article

02.21.09

Making the Stimulus Sexy

Team Obama gave us a stimulus. What they didn’t give us was a reason to love it, to hug it, to make it our very own.

The stimulus package—pedantically and for all of history burdened as the “American Recovery and Reinvestment Act of 2009”—might or might not be epic policy.

But it is a branding and communication flop. An inspirational non-starter. It has the dubious distinction of making billions boring.

There isn't a single sexy program, not one, in the $787 billion that we can clutch to our hearts, that is poised to find its way into our national vernacular.

Instead, it’s a hydra-headed litany of investments, line items, and program descriptions written in the dreary syntax of legislation.

This is a massive missed opportunity, and particularly shocking given how carefully the Obama brand was built, fed. and fortified.

We hear that President Obama and his people have been fattening their Kindles with downloaded FDR 100-day histories. Well, they missed something essential to the Rooseveltian approach: It was an energetic if not manic outpouring of brand name programs, agencies, and initiatives that all fell under the evangelizing sacrament of the New Deal. The bold breadth communicates creativity and confidence.

FDR’s detractors called it an Alphabet Soup, but it was pure marketing genius, a critical part of selling his massive intervention in the economy to the American people. After all, we buy an iPhone, not a software-enabled telephony device.

So, for example, the WPA (Works Progress Administration) wasn’t just a dry carcass of legislation. It had a logo. But more importantly, it commissioned a range of artists and designers to create a gallery of posters that narrated the WPA’s story to America.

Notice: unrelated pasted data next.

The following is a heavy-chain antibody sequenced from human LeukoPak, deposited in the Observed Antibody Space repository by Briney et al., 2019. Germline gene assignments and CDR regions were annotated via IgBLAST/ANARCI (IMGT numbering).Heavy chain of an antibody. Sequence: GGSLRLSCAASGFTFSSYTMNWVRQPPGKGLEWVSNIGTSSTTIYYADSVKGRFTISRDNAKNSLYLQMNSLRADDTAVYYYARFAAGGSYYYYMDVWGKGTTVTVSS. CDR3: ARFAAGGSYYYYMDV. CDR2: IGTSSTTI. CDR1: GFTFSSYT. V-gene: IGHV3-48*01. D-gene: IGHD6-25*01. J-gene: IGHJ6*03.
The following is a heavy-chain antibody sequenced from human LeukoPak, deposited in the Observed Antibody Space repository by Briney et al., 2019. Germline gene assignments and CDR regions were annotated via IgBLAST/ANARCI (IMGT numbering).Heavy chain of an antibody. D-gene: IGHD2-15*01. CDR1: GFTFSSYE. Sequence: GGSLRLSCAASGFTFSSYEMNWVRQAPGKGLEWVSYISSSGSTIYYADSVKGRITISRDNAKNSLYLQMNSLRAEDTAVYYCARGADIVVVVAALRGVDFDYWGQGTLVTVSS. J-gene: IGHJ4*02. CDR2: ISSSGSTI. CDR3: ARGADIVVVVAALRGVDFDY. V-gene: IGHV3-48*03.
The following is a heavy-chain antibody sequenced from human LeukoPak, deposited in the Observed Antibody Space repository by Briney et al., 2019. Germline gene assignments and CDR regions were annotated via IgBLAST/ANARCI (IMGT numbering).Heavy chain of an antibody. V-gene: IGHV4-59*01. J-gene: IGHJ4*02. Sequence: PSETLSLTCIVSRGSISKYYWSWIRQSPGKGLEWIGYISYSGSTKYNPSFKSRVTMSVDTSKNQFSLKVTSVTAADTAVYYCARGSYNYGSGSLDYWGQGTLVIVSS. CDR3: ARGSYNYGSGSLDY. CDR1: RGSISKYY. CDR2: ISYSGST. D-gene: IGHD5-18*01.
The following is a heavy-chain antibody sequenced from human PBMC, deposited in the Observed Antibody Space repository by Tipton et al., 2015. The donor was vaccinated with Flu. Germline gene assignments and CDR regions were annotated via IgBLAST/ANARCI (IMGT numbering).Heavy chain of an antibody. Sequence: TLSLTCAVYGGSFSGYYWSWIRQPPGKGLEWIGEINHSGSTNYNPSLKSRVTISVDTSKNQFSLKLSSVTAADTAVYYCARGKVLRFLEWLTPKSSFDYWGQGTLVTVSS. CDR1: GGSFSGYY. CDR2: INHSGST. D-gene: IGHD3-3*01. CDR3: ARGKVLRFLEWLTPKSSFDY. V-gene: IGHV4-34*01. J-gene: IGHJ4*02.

It was stirring political propaganda. According to the Library of Congress—which holds more than 900 of these Art Deco gems in its collection—the artwork covered “health and safety programs; cultural programs including art exhibitions, theatrical, and musical performances; travel and tourism; educational programs; and community activities.”

Roosevelt’s team also branded the NRA (the National Recovery Act) with the famous, blue eagle logo, a commanding symbol that made its way into banners that “hung in shop windows all over the country” and that carried the simple, message: “We Do Our Part.” Obama’s plan doesn’t allow for any personal statements of participation and support.

Of course, this also gave the New Deal’s opponents a convenient target. They called it the National Runaround Act and mocked the eagle as the Soviet Duck.

But that’s fine. Roosevelt’s consumer strategy gave supporters a rallying cry and made the New Deal come alive, through the culture-changing launch of touchable, feelable entities that, together, made the government's efforts both pervasive and intimate.

And enduring. The New Deal’s poetry of possibility resonates to this date, ringing in the caverns of our collective consciousness: The Public Works Administration, the Rural Electrification Act (which survives in a different form), and the very much alive and exquisitely relevant FCC and FDIC.

This is a massive missed opportunity, and particularly shocking given how carefully the Obama brand was built, fed. and fortified.